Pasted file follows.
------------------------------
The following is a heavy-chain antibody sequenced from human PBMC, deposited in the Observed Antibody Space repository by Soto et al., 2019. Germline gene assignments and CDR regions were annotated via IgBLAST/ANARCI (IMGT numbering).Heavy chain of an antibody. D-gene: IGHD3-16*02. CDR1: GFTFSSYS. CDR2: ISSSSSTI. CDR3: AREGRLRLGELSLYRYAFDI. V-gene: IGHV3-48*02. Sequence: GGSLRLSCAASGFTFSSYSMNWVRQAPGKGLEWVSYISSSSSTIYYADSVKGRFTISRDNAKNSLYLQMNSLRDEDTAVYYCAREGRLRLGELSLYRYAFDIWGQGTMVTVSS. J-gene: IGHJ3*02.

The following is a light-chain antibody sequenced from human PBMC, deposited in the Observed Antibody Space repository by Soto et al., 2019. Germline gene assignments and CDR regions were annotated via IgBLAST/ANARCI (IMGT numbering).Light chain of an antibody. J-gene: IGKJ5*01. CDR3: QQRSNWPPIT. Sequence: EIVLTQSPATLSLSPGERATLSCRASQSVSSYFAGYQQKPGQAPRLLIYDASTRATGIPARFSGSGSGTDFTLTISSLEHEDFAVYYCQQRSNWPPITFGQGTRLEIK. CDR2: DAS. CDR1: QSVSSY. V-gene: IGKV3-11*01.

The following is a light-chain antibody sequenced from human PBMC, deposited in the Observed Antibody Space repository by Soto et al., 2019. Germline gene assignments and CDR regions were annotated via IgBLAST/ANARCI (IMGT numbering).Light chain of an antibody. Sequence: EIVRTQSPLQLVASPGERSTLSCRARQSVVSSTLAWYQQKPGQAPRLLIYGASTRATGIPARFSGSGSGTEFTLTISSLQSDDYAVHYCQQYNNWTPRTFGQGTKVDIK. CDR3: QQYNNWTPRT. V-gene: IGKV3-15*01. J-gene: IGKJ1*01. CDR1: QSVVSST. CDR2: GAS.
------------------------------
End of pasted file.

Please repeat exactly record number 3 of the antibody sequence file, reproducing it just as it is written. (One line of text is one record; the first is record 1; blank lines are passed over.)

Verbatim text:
The following is a light-chain antibody sequenced from human PBMC, deposited in the Observed Antibody Space repository by Soto et al., 2019. Germline gene assignments and CDR regions were annotated via IgBLAST/ANARCI (IMGT numbering).Light chain of an antibody. Sequence: EIVRTQSPLQLVASPGERSTLSCRARQSVVSSTLAWYQQKPGQAPRLLIYGASTRATGIPARFSGSGSGTEFTLTISSLQSDDYAVHYCQQYNNWTPRTFGQGTKVDIK. CDR3: QQYNNWTPRT. V-gene: IGKV3-15*01. J-gene: IGKJ1*01. CDR1: QSVVSST. CDR2: GAS.